The steam washing and separator drainage provisions in the construction shown in Figs. 6-8 are Vconstructedand arranged substantially thesame as in Figs. 1-5, except that a series' of sprayer heads are positioned along the drum and the distributing plates l ila and Il*i of each sprayer head are of inverted V-shaped formation instead of the conical formation of Figs. 1-5. The

plates Illa and Ila are formed by bending discs.

along a diameter, and the plates are preferably arranged with their apices above and in vertical alignment with the longitudinal axis of the drum. The distributing plates are connected by struts l2n extending between their apices. The upper plate Ha is preferably bent to a slightly greater extent than the lower plate I to improve the distribution' of the wash water delivered by the nozzle Ia from the feed water pipes e and drain pipes 30. 'I'he pipes 5a are connected to a feed water main 56 extending along the bottom of the drum, and preferably having a flow area nearly twice the aggregate flow area of the nozzles 3|.

With this construction the wet steam entering the drum through the circulators 4| will'pass through and be washed by the V-shaped sheet of wash water extending across both sides of the drum before entering the separator. The moisture carried by the washed steam is separated as previously described in the` separator sections and withdrawn through the pipes 30 by the. ejector action of the feed water being delivered to the sprayer heads.

In Fig. 9, the' steam purifying apparatus illustrated in Figs. 6-8is shown as installed in the steam and water drum 60 of a Stirling type boiler, having steam and water circulators 6I and downcomers 62 arranged as shown. Each of the separator sections is advantageously pro- Y vided with a depending baiiie 63 extending outwardly at its linlet side to cause the wet steam entering the drum to be directed downwardly into the zone of action of the sprayer heads, before entering the steam and water separator. The feed water main 56 is laterally offset to permit access to the downcomer tubes 62.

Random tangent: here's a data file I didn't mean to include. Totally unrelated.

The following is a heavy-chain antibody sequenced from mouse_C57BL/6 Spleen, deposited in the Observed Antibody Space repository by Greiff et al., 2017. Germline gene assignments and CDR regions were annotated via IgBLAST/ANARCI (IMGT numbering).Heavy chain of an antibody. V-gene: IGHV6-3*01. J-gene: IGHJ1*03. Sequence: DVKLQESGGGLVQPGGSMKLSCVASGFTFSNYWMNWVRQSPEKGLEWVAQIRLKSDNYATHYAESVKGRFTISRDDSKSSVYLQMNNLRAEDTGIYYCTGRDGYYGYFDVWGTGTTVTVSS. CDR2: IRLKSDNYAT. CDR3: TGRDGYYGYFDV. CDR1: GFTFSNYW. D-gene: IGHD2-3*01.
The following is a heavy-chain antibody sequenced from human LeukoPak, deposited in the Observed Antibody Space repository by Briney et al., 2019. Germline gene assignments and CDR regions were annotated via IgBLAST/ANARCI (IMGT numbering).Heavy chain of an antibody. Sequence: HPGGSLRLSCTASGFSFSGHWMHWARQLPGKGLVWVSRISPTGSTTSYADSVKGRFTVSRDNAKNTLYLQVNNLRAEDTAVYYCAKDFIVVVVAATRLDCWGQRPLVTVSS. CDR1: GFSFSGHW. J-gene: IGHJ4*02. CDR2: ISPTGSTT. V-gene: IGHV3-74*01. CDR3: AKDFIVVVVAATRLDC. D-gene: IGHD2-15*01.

the drum. The pairs of separator sections have common steam outlets, drainage and washing provisions with one drain pipe 30 connecting each pair of sections to the corresponding sprayer head.

- While in accordance with the provisions of the statutes we have illustrated and described herein the best forms of our invention now known to us, those skilled inthe art will understand that changes may be made in the form of the apparatus disclosed without departing from the spirit of the invention covered by our claims, and that'certain features of our invention may sometimes be used to advantage without a corresponding use of other features.

We claim:

1. Apparatus for purifying a wet gas compris- `ing a casing having a gas outlet at its upper end, gas and liquid separating means in the path of wet gas passing to said outlet, and means in said gas space for washing the wet gas with a liquid of greater purity than the liquid carried by the gas, said washing means being connected to and arranged to receive the drainage of said separating means.

2. Apparatus for purifying a wet gas comprising a casing having an upper gas space and a lower liquid space, a gas outletV from the upper end of said gas space, gas and liquid separating means in said gas space in the path of wet gas ascending t'o said outlet, and means in said gas space below said separating means for washing the wet gas with a liquid of greater purity than the liquid carried by the gas, said washing means being connected to and arranged to receive the drainage of said separating means.

3. Apparatus for purifying a wet gas comprising a casing having a gas outlet in its Lipper end, a gas and liquid separator in the upper part of said casing in the path of wet gas ascending to said outlet, and means positioned in the path of the Wet gas passing to said separator for washing the wet gas with a liquid of greater purity than the liquid carried by the gas, said washing means comprising an ejector delivering a washing liquid thereto, and a drain conduit connecting said separator with said ejector for delivering separated'liquid to said Washing means.

4. Apparatus for purifying a wet gas com,- prising a casing having a gas outlet in its upper end', a gas and liquid separator in the upper part of said casing in the path of wet gas ascending to said outlet, and means positioned in the path of the wet gas passing to'said separator for washing the wet gas with a liquid of greater purity than the liquid carried by the gas, said washing means comprising' a sprayer head having an ejector delivering a washing liquid thereto, and

a drain conduit connecting said separator with said ejector for deliveringV separated liquid to said sprayer head.